Also known as pigmented villonodular synovitis (PVNS) and giant cell tumor of the tendon sheath (GCT-TS)
TGCT is a type of rare, locally aggressive, typically benign, tumor of the joint, tendon sheath, or bursae. TGCT leads to stiffness, pain, swelling, and limited range of motion in the affected joint (1). In 2013, The World Health Organization reclassified giant cell tumor of the tendon sheath (GCT-TS), nodular tenosynovitis, pigmented villonodular synovitis (PVNS), and diffuse-type giant cell tumor as a single family of diseases known as Tenosynovial Giant Cell Tumor (TGCT) with two subtypes. There are two subtypes of TGCT, localized and diffuse (2). Localized TGCTencompasses previously named nodular tenosynovitis and GCT-TS while Diffuse TGCT includes diffuse- type giant cell tumor and PVNS. Learn more about the subtypes at Types of TGCT.
TGCT varies in clinical presentation and can occur at all ages (3). According to NORD, the disease typically presents in people 25-50 years of age, while diffuse TGCT tends to occur in those < 40 years old (4). TGCTs are rare and researchers don’t know exactly how many people are diagnosed with TGCT each year. However, a study done in the Netherlands was used to help calculate worldwide incidence. Globally, it is estimated that 43 people out of every million are diagnosed with TGCT, localized and diffuse forms, each year (5).
Surgery may be a cure for many people with TGCT, but for others, tumors may recur after surgery. Recurrence rates depend on the type of TGCT, localized or diffuse (6). Different types of doctors are likely to be involved in the care of patients with TGCT. For hard-to-treat cases, care teams may include sarcoma specialists. These doctors have experience treating tumors similar to TGCT.
The World Health Organization classifies these tumors as "intermediate tumors". This means that these tumors rarely spread and are locally invasive (7). These tumors are benign but may share similar features to cancer of soft tissue, also referred to as sarcoma. However, it is important to note that these tumors are not cancerous. For example, TGCT puts stress on surrounding bones, tissue, and joints; whereas, sarcomas can spread to healthy tissue. There is no such thing as a good tumor, however, TGCT does not pose a threat to your life like cancers do. Some shared characteristics of TGCT and cancer is that both can lead to severe functional impairment when left untreated. Joint deterioration can drastically impact quality of life in TGCT patients. TGCT, especially diffuse, can lack a distinct boundary making complete resection difficult. Additionally, these tumors are often treated with targeted chemotherapies, such as Pexidartinib (Turalio). The best treatment modality is highly debated currently as scientific literature remains scarce. To learn more about treatments, go to Treatment.
What makes up tGCT tumors?
There are hundreds of different types of cells in the body. All of these different cells serve a specific and diverse function. The cells within a TGCT are just as diverse. Tumors can begin in almost any type of cells in the body.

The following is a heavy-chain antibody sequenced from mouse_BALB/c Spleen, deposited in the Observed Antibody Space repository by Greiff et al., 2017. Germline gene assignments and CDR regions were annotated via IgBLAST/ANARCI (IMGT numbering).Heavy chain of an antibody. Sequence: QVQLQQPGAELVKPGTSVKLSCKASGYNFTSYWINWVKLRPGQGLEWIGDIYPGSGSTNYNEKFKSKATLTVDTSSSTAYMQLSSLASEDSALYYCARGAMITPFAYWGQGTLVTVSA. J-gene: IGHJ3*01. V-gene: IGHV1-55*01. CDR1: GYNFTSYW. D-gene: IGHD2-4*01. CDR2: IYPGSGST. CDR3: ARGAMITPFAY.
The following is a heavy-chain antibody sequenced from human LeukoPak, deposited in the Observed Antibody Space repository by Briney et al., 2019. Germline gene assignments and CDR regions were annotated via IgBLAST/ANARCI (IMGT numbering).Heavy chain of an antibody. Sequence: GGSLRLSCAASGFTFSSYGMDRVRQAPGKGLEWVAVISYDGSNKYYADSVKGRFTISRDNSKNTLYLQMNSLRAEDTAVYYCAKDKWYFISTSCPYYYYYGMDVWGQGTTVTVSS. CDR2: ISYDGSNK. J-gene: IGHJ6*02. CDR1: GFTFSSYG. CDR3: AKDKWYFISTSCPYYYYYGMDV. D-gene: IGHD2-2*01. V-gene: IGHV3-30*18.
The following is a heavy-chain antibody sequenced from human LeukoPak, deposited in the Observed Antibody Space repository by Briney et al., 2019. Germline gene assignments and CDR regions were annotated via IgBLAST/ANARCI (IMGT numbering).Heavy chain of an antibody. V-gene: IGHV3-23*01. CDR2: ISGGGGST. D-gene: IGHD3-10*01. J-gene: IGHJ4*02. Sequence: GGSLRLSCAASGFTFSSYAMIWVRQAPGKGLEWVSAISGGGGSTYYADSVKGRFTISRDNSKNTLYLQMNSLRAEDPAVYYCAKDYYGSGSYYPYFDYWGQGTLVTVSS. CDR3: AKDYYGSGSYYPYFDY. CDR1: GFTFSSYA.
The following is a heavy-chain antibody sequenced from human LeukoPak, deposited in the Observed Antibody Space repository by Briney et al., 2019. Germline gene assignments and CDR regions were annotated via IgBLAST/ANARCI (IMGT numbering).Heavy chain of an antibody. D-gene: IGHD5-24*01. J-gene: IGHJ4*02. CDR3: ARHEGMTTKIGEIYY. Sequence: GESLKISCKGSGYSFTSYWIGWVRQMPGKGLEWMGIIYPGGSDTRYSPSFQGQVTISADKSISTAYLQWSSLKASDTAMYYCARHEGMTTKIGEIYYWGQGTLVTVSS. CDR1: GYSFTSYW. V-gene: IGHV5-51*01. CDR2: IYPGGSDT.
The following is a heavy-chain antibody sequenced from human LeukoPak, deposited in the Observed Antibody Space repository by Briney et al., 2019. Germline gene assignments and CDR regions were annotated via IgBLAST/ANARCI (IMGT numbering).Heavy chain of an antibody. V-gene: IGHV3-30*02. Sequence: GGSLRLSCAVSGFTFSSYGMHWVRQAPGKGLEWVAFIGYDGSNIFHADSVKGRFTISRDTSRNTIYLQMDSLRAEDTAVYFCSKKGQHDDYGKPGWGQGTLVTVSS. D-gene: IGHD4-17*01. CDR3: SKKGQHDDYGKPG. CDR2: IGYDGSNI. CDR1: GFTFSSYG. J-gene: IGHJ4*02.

The type of cell defines the biology of the tumor and the location can influences the treatment plan. The types of cells in these tumors resemble fibroblasts and monocytes and macrophages. Fibroblasts: A fibroblast is a type of cell that make up connective tissue, often in ligaments and tendons (8). Monocytes & Macrophages: A monocyte is a type of white blood cell that can function as a macrophage. A macrophage is a specialized white blood cell involved in the inflammatory response. A small portion of the TGCT is made up of tumor cells while the rest of the tumor is made up of monocytes and macrophages that are recruited to the tumor. TGCT promotes the growth and recruitment of other cells to become part of the tumor. To learn more, go to Causes of TGCTor visit Webinars.
1. Gelhorn HL, Tong S, McQuarrie K, et al. Patient-reported Symptoms of Tenosynovial Giant Cell Tumors. Clin Ther. 2016. doi:10.1016/j.clinthera.2016.03.008 2. Righi A, Gambarotti M, Sbaraglia M, et al. Metastasizing tenosynovial giant cell tumour, diffuse type/pigmented villonodular synovitis. Clin Sarcoma Res. 2015. doi:10.1186/s13569-015-0030-2 3. Healey JH, Bernthal NM, van de Sande M. Management of Tenosynovial Giant Cell Tumor: A Neoplastic and Inflammatory Disease. J Am Acad Orthop Surg Glob Res Rev. 2020. doi:10.5435/JAAOSGlobal-D-20-00028 4. National Organization for Rare Disorders. Tenosynovial Giant Cell Tumor. NORD. 2017. https://rarediseases.org/rare-diseases/tenosynovial-giant-cell-tumor/. 5. Mastboom MJL, Verspoor FGM, Verschoor AJ, et al. Higher incidence rates than previously known in tenosynovial giant cell tumors. Acta Orthop. 2017. 6. Levin A. Tenosynovial Giant Cell Tumor: A New Name and a New Treatment Option for PVNS and GCTTS. Am Acad Orthop Surg. 2021. https://www.aaos.org/aaosnow/2021/jan/research/research01/. 7. Al Saanna G, Bovée J, Hornick J, Alexander Lazar A. A Review of the WHO Classification of Tumours of Soft Tissue and Bone. ESUN B Rev. 2013. http://sarcomahelp.org/reviews/who-classification-sarcomas.html. 8. Hügel H. Fibrohistiocytic skin tumors. JDDG - J Ger Soc Dermatology. 2006. doi:10.1111/j.1610-0387.2006.06021.x